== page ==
A boy tickles his sisters feet.
- The definition of a tickle is a light touching of the skin to cause a tingling sensation of the nerves, or to have an itching or tingling sensation.
- An example of a tickle is the feeling of the bottom of the foot being tickled.
- An example of a tickle is a scratchy throat that causes a cough during a cold.
- Tickle is defined as to please or amuse, or to lightly touch the skin of someone to produce a tingling sensation.
- An example of tickle is to tell a hysterical joke.
- An example of tickle is to lightly rub someone's arm and make him laugh.
- to please, gratify, delight, etc.: often used in the passive voice with slang intensifiers, as tickled pink, tickled silly, or tickled to death
- to stir to amusement or laughter; amuse
- to excite the surface nerves of, as by touching or stroking lightly with the finger, a feather, etc., in a way that causes involuntary twitching, a pleasant tingling, laughter, etc.
Origin of tickleMiddle English tikelen, akin to German dialect, dialectal zickeln, Old English tinclian, to tickle: for Indo-European base see tick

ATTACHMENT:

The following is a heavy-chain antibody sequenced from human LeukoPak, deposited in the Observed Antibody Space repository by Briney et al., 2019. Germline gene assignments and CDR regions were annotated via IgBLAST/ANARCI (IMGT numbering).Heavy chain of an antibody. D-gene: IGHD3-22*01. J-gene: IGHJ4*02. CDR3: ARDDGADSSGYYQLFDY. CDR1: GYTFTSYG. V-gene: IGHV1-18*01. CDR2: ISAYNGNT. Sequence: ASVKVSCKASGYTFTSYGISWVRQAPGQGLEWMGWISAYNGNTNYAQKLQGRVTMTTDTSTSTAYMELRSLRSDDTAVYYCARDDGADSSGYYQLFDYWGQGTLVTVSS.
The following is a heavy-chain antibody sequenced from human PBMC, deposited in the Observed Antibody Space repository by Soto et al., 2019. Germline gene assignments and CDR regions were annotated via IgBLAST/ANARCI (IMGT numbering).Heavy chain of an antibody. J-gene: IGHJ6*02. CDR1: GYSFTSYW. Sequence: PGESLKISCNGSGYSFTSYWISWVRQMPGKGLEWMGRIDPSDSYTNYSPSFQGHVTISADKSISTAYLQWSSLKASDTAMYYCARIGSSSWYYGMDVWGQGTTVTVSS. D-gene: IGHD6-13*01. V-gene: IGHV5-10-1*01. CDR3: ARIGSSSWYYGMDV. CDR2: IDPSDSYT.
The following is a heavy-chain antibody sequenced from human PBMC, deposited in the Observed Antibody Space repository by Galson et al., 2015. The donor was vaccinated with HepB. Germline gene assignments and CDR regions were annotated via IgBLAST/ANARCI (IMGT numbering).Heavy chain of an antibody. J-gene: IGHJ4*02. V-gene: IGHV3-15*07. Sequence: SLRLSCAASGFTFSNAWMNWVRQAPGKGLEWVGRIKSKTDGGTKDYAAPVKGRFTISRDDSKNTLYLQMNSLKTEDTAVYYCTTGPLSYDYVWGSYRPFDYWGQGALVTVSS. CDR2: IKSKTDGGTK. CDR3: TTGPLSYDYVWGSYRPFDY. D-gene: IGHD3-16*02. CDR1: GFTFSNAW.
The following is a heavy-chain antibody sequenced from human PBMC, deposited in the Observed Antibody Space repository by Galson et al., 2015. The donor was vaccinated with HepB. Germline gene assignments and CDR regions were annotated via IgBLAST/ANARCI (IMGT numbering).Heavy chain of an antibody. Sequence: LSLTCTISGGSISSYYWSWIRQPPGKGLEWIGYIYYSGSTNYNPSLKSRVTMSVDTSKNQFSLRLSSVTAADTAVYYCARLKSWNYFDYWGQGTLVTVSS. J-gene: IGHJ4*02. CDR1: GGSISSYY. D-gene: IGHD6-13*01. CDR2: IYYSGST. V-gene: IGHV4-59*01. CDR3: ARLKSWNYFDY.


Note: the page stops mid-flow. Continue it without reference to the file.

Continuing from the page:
- to have an itching, scratching, or tingling sensation: a throat that tickles
- to cause a tickling sensation: that feather tickles
- to be readily affected by excitation of the surface nerves; be ticklish
- a tickling or being tickled
- a tickling sensation
verbtick·led, tick·ling, tick·les
- To touch (the body) lightly so as to cause laughter or twitching movements.
- a. To tease or excite pleasurably; titillate: suspense that tickles the reader's curiosity.b. To fill with mirth or pleasure; delight.
- The act of tickling.
- A tickling sensation.
Origin of tickleMiddle English tikelen, perhaps frequentative of ticken, to touch lightly.
- The act of tickling.
- A feeling resembling the result of tickling.
- I have a persistent tickle in my throat.
- (Newfoundland) A narrow strait.
(third-person singular simple present tickles, present participle tickling, simple past and past participle tickled)
- To touch repeatedly or stroke delicately in a manner which causes the recipient to feel a usually pleasant sensation of tingling or titillation.
- He tickled Nancy's tummy, and she started to giggle.
- (intransitive, of a body part) To feel as if the body part in question is being tickled.
- My nose tickles, and I'm going to sneeze!
- To appeal to someone's taste, curiosity etc.
- To cause delight or amusement in.
- He was tickled to receive such a wonderful gift.
- (intransitive) To feel titillation.
Middle English tikelen, related to Old English tinclian (“to tickle"). Cognate with North Frisian "tigele" (Hallig dialect), and "tiikle" (Amrum dialect).